Monday, July 15, 2013

My 'Top 10 books about strength training with weights'


Part of sharing useful information is definitely telling people where it can be found.
The following books contain a wealth of knowledge and have been a big influence on how I think about training. Read them all and you'll have a pretty serious knowledge base when it comes to strength training in just about any form, with any methodology.

So, here is my top 10 list of books on strength training (with weights).

1. Dinosaur Training (Brooks Kubik).
It may seem a bit simplistic and outdated now that pure strength training is more 'mainstream' now as a recreational pursuit, but that doesn't make it any less useful. You want to learn about the basics of hard work, heavy weights, and progression, look no further; and there are plenty of inspirational words and iron game history to be found here, as well. I read this in, I think, my junior year of high school, and it blew my mind--at the time, I thought that a 200-pound squat and bench were 'heavy'.

2. Easy Strength (Pavel/Dan John).
I don't think Pavel's last name really needs to be listed, do you? Anyhow, this is a brilliant work, a goldmine on developing strength for athletics or life as a general phenomenon... as well as training for strength as an end unto itself. All about being stronger (and bigger and faster) and yes, making it easy. This is, I think, perhaps the most relevant book on strength training for any purpose around today.

3. Maximum Muscle (Matt Perryman).
 If you were to read only one book on getting stronger and bigger, it should be this one. Perryman examines the science of progressively building muscle and strength; and the book contains tons and tons of programs, not to mention overviews of many different training styles. He released it free in pdf form, so there's absolutely no excuse not to get it and read it.

4. OTS III 'Big Beyond Belief' (Leo Costa).
Even if you aren't a professional bodybuilder (if you're reading this, odds are that you're not) and don't intend to use the programs written here, this is an eye-opening book. The 'Eastern Method' of high frequency training is applied to bodybuilding here. You'll learn about manipulating volume, intensity, frequency... rep ranges, rest periods, slight overtraining or undertraining, everything--to break through strength and size plateaus. Not only that, but there's a section on exercise choice that is quite good.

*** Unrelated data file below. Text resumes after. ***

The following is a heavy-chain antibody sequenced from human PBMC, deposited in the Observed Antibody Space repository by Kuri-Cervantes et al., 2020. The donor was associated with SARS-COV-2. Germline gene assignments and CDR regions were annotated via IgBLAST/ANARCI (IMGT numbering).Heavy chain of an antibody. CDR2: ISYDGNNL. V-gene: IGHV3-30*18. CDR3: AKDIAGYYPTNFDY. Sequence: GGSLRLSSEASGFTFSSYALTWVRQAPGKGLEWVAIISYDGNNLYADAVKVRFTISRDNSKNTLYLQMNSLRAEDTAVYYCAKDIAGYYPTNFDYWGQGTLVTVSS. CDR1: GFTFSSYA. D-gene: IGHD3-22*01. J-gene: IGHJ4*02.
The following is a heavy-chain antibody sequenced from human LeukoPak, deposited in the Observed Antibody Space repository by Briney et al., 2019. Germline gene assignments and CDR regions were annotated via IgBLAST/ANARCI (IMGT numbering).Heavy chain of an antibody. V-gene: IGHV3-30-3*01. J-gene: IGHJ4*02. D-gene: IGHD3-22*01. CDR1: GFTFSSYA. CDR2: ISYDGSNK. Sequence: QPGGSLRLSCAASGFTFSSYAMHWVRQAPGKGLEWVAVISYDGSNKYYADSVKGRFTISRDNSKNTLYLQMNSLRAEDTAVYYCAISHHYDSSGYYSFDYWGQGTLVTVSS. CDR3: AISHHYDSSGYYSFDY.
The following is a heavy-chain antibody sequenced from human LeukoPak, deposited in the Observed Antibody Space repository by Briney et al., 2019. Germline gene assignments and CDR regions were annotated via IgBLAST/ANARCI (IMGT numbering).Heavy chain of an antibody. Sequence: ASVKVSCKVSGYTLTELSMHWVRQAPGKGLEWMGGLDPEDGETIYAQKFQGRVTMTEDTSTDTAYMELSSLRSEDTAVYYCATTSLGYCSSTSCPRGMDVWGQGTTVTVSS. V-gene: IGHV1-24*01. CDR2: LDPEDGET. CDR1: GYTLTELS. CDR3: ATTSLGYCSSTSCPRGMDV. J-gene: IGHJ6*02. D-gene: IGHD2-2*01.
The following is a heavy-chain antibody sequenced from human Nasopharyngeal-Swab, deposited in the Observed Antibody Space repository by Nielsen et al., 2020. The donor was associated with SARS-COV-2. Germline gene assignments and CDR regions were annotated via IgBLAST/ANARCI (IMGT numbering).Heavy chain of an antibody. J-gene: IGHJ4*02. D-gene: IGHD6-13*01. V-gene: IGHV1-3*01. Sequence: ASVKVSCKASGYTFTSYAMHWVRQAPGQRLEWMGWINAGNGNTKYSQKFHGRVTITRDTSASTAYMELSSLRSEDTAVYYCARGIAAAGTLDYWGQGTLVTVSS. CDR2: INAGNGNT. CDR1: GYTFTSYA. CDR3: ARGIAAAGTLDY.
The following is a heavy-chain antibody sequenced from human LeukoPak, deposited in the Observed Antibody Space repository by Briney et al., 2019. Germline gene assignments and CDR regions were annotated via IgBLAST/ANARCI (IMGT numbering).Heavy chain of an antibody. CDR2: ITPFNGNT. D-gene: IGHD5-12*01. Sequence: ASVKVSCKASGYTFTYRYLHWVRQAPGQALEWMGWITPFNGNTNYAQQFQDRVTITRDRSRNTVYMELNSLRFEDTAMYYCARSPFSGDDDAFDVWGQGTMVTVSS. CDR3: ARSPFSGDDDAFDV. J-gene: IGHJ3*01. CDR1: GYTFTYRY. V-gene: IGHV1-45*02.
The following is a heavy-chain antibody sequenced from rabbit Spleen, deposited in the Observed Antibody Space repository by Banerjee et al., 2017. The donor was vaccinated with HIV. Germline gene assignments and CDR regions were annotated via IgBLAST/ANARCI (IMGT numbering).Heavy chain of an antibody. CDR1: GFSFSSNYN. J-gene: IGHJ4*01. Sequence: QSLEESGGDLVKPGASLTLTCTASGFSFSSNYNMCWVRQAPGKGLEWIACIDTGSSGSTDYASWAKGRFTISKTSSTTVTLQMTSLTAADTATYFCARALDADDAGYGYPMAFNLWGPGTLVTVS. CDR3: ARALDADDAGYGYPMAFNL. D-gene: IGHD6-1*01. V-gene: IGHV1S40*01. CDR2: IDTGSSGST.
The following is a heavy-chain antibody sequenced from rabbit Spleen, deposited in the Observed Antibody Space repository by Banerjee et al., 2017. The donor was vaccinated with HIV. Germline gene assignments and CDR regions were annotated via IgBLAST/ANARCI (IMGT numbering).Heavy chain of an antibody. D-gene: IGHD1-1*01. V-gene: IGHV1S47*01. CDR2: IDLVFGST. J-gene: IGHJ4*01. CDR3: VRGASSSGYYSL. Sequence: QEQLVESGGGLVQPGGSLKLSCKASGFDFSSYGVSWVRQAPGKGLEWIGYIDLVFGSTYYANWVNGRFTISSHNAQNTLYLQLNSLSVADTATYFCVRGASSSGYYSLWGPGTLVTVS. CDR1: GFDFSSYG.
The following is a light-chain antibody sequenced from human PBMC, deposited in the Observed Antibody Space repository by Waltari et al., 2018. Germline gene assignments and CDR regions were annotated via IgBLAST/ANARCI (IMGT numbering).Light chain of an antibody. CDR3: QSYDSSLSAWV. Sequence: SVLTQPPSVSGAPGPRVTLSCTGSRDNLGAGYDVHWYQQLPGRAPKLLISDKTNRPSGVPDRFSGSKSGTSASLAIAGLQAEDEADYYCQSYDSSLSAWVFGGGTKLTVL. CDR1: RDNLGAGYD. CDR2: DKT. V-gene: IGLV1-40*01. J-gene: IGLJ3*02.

5. The Steel Tip Collection (Ken Leistner).
I think that this is the definitive book on oldschool HIT, even moreso than Arthur Jones' original manuals. By 'oldschool' I mean extremely hard work in a moderate rep range with maximal weights--not counting seconds doing one-legged leg curls on a nautilus machine. There are a number of great pieces on the full squat, deadlift, overhead press, and grip work, as well as powerlifting prep cycles and examples of athletic (mostly football) training. Even if you don't agree with HIT principles, this book is a 'must' in order to understand them. Not to mention that it's an inspirational read.

6. Beyond Bodybuilding (Pavel).
This is likely the most expansive book of the bunch in terms of programs, workouts and sheer volume of information. There is literally zero excess here, and contains all of Pavel's philosophy, condensed. There's some real 'true knowledges' here in terms of volume training, basic powerbuilding (i.e. powerlifting + bodybuilding), linear and wave cycles, and periodization for top-tier powerlifting.

7. From the Ground Up (Dan John).
Basically, weightlifting (olympic lifting, that is) for everyone. Very accessible, especially for those just starting.

8. Metroflex Gym Powerbuilding Basics (Josh Bryant).
This book brings powerlifting, bodybuilding, and strongman training all together in one place. These are 'the basics that everyone's using' in the field today.

9. Destroy the Opposition (Jamie Lewis).
If you like high frequency training, love experimenting with exercise variations, and don't mind some profanity, this is a tremendous book on powerlifting. Program design, exercise choice, form variations, everything. There's little that you can't find on his blog, but I like to get my strength training information without sifting through scat porn (which is often just the beginning, actually)... that's just me, though. And, it ties all his best articles together in a neat package, which is nice.

10. The Westside Barbell Book of Methods (Louie Simmons).
As with Ken Leistner's book... even if you aren't into 'westside' or geared powerlifting, Louie's had a huge influence on powerlifting and you'll learn a lot by reading this, period, whether you intend on doing it (or even agree with it) or not.

Happy reading!

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